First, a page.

Stateless societies as working systems. In the course of history stateless societies have been unevenly distributed in terms of the types of ecology and world areas in which they are found. Oceania, sub-Saharan Africa, and the Americas all lay largely outside the sphere of the large-scale literate civilizations—with obvious exceptions such as the Maya, Aztec, and Inca in America and the Muslim peoples in Africa—until these vast areas and myriad peoples were overrun by Europeans during the last three centuries. Until then, peoples with state organization were exceptional, although some important cases and many incipient instances existed in Africa (see Lowie 1948, p. 11) and Oceania.
The five cumulative characteristics discussed above will be documented by as representative a selection of stateless societies as space and the uneven quality of ethnographies permit. These societies are the Kung Bushmen of southern Africa, the Siriono and the Nambikuara Indians of South America, the Murngin and the Tiwi of Australia, the Kwakiutl and other North American Indians, the Nuer of Sudan and the Turkana of Kenya, the Kalinga and the Ifugao of the Philippines, the Plateau Tonga of Zambia, and the Siane and the Star Mountain peoples of New Guinea. These include hunters and gatherers, and agricultural and pastoral peoples; they are patrilineal, matrilineal, and bilateral in descent; they are grouped in nomadic bands, settled villages, localized lineages, kindreds, and age organizations.
It may give a misleading impression to describe any one level of grouping in a stateless society as the political community. But among hunters and gatherers the band is usually taken as such, in the sense of the largest continuously coactive group. It consists of only a few dozen or at the very most a few hundred individuals. But even in the band there often seem to be several alternative levels rather than a single unique level of grouping. Bands may combine or split seasonally; some may become extinct while new ones are formed; and it may be relatively easy for members to switch from one band to another. Bands may be exogamous or not, depending upon the relation between kinship structure and residence rules.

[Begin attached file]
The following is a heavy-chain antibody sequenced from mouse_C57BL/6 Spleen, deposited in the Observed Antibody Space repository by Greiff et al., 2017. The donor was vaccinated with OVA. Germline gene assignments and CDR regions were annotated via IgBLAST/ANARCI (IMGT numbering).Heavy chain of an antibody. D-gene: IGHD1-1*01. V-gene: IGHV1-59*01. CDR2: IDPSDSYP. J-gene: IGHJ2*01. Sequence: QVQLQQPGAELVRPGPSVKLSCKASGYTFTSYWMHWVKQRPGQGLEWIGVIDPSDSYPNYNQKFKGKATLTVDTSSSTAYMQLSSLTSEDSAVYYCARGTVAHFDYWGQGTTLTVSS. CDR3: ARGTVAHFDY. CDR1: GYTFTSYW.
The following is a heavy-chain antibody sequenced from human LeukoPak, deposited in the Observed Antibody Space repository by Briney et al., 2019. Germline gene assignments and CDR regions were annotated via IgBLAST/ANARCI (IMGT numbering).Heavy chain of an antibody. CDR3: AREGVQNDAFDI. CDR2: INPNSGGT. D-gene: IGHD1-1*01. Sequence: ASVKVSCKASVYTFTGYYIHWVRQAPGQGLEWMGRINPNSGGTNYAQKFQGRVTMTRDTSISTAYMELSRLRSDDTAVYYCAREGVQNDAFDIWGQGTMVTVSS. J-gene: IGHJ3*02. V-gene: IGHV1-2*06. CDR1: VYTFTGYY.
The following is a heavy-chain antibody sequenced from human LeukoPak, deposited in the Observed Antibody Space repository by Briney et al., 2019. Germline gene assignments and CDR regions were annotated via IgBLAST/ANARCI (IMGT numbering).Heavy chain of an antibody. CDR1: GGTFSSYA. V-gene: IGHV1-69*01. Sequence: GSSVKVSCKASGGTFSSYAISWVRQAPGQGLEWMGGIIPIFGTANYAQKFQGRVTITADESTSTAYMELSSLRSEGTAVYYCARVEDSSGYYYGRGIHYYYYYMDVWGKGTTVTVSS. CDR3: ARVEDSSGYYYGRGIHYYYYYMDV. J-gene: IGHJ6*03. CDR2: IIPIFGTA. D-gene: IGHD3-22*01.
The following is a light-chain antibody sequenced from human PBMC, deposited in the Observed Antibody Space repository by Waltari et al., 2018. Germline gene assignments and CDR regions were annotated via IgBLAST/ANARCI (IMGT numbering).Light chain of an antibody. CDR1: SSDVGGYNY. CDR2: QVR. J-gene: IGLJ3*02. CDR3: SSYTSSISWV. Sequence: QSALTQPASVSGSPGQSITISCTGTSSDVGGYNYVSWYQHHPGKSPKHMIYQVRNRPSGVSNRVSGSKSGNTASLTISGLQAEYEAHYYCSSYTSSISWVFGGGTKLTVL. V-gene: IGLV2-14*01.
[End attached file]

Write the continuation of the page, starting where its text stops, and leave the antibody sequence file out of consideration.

There is considerable ambiguity as to the existence of tribal groupings in which bands are found. Rather than accept the idea that there is an unequivocal tribal identity, I would insist that it is of the essence of the stateless society that the widest sense of common identity should positively attach to different levels and differently based clusterings for different purposes and occasions. Tribal names may be the names of languages rather than of social groups, or they may have some general connotation such as “people” without precise limitation of reference. Frequently they are derived from popular misconceptions, geographical directions, or terms of abuse applied by hostile neighbors (Elkin  1954, pp. 25, 37). In fact, the dominant sense of identity and community properly pertains to different levels for different purposes and occasions because of the different spread and distribution of such relevant features as language, kinship systems, clan or age group names, myths of origin, and similar economies and ways of life. In the case of agricultural and pastoral peoples with large, dense populations, the potential number of relevant levels of identity is greater than for groups with small, sparse populations. There may be seemingly distinctive identities attaching to such names as Kung, Tiv, Gisu, Nath (Nuer), Kwakiutl, and so forth, but very often there are more and less inclusive categories that, on occasion, are more meaningful. Such meanings attach most strongly to nuclear zones, while peripheral to them there may be more significant cross-cutting classifications. A Tiv can prove he is a Tiv by genealogy although his genealogy includes non-Tiv peoples (Bohannan 1958, pp. 35-36). Northern and southern Aranda find one another’s systems incomprehensible (Lévi-Strauss  1963, p. 52).
The Kung bands recently studied by Marshall (1960) averaged twenty-five members, although earlier reports mentioned fifty to one hundred members. They are fluctuating groups of cognatic kin, displaying deep solidarity in joint exploitation of a harsh environment. There are no larger continuing or corporate groupings, but these bands are obviously not complete societies, for on the average each member has almost one-third of his nuclear kin in other bands. Affinal, agnatic, and cognatic links form multiple chains of interconnection from band to band. The number of personal names is limited, and all who possess the same one regard each other as kin and recognize associated obligations. Such categories of fictive kin run from band to band far beyond the range of any one individual’s acquaintance and form the bases of interband feasts and rituals when the opportunity arises.